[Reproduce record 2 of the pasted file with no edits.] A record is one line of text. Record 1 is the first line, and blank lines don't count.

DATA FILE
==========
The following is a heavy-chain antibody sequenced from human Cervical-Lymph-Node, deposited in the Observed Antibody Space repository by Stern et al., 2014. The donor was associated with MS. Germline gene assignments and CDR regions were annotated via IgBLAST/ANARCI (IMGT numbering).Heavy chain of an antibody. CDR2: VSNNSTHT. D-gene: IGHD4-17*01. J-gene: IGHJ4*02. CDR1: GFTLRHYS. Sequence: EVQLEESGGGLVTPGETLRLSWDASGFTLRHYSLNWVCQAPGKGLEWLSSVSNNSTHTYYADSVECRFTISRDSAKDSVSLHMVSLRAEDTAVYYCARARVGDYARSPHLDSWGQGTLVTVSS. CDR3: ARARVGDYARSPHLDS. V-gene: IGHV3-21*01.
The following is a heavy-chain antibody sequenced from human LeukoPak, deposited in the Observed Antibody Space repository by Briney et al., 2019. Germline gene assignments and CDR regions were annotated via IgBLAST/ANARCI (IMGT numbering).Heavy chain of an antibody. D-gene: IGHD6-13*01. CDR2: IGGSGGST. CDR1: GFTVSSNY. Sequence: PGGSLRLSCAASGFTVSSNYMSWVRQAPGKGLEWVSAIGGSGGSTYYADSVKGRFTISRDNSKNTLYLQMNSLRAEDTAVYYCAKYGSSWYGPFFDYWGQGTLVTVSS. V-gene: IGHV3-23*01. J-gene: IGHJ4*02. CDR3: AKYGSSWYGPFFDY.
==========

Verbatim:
The following is a heavy-chain antibody sequenced from human LeukoPak, deposited in the Observed Antibody Space repository by Briney et al., 2019. Germline gene assignments and CDR regions were annotated via IgBLAST/ANARCI (IMGT numbering).Heavy chain of an antibody. D-gene: IGHD6-13*01. CDR2: IGGSGGST. CDR1: GFTVSSNY. Sequence: PGGSLRLSCAASGFTVSSNYMSWVRQAPGKGLEWVSAIGGSGGSTYYADSVKGRFTISRDNSKNTLYLQMNSLRAEDTAVYYCAKYGSSWYGPFFDYWGQGTLVTVSS. V-gene: IGHV3-23*01. J-gene: IGHJ4*02. CDR3: AKYGSSWYGPFFDY.